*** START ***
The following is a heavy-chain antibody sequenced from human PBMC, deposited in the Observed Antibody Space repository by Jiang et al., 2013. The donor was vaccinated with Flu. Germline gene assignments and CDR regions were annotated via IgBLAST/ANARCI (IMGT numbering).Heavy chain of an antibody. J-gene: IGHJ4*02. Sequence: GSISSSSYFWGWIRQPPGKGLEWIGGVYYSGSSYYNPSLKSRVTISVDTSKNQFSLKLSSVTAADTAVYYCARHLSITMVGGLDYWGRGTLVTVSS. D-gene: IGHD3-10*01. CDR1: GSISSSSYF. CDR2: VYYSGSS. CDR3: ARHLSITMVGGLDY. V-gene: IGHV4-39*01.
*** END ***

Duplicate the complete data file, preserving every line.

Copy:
The following is a heavy-chain antibody sequenced from human PBMC, deposited in the Observed Antibody Space repository by Jiang et al., 2013. The donor was vaccinated with Flu. Germline gene assignments and CDR regions were annotated via IgBLAST/ANARCI (IMGT numbering).Heavy chain of an antibody. J-gene: IGHJ4*02. Sequence: GSISSSSYFWGWIRQPPGKGLEWIGGVYYSGSSYYNPSLKSRVTISVDTSKNQFSLKLSSVTAADTAVYYCARHLSITMVGGLDYWGRGTLVTVSS. D-gene: IGHD3-10*01. CDR1: GSISSSSYF. CDR2: VYYSGSS. CDR3: ARHLSITMVGGLDY. V-gene: IGHV4-39*01.